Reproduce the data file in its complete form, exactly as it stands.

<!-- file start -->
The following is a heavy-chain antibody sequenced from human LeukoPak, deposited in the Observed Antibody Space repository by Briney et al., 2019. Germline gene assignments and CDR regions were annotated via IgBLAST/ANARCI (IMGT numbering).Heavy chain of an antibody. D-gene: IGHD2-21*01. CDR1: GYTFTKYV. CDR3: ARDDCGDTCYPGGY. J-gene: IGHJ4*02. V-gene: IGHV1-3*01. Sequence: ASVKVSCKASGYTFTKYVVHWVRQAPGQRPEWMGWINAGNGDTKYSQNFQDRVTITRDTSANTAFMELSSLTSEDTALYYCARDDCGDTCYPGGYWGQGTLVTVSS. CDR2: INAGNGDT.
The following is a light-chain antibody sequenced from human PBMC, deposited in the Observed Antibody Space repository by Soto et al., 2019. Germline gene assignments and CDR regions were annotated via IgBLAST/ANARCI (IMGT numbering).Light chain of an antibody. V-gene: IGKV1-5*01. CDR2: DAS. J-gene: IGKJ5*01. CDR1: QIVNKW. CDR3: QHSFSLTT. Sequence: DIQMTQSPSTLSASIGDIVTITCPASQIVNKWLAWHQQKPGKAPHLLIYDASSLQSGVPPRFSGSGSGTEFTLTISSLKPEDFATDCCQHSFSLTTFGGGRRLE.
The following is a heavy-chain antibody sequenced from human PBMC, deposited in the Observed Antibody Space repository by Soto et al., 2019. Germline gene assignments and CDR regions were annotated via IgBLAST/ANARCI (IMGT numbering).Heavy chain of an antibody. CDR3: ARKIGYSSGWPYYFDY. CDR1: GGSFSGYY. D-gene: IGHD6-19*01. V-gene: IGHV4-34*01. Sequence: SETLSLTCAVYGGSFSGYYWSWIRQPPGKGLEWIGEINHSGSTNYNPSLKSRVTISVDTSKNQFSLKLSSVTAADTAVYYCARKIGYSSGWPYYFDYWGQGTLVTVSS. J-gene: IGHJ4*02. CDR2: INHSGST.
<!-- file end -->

The following is a heavy-chain antibody sequenced from human LeukoPak, deposited in the Observed Antibody Space repository by Briney et al., 2019. Germline gene assignments and CDR regions were annotated via IgBLAST/ANARCI (IMGT numbering).Heavy chain of an antibody. D-gene: IGHD2-21*01. CDR1: GYTFTKYV. CDR3: ARDDCGDTCYPGGY. J-gene: IGHJ4*02. V-gene: IGHV1-3*01. Sequence: ASVKVSCKASGYTFTKYVVHWVRQAPGQRPEWMGWINAGNGDTKYSQNFQDRVTITRDTSANTAFMELSSLTSEDTALYYCARDDCGDTCYPGGYWGQGTLVTVSS. CDR2: INAGNGDT.
The following is a light-chain antibody sequenced from human PBMC, deposited in the Observed Antibody Space repository by Soto et al., 2019. Germline gene assignments and CDR regions were annotated via IgBLAST/ANARCI (IMGT numbering).Light chain of an antibody. V-gene: IGKV1-5*01. CDR2: DAS. J-gene: IGKJ5*01. CDR1: QIVNKW. CDR3: QHSFSLTT. Sequence: DIQMTQSPSTLSASIGDIVTITCPASQIVNKWLAWHQQKPGKAPHLLIYDASSLQSGVPPRFSGSGSGTEFTLTISSLKPEDFATDCCQHSFSLTTFGGGRRLE.
The following is a heavy-chain antibody sequenced from human PBMC, deposited in the Observed Antibody Space repository by Soto et al., 2019. Germline gene assignments and CDR regions were annotated via IgBLAST/ANARCI (IMGT numbering).Heavy chain of an antibody. CDR3: ARKIGYSSGWPYYFDY. CDR1: GGSFSGYY. D-gene: IGHD6-19*01. V-gene: IGHV4-34*01. Sequence: SETLSLTCAVYGGSFSGYYWSWIRQPPGKGLEWIGEINHSGSTNYNPSLKSRVTISVDTSKNQFSLKLSSVTAADTAVYYCARKIGYSSGWPYYFDYWGQGTLVTVSS. J-gene: IGHJ4*02. CDR2: INHSGST.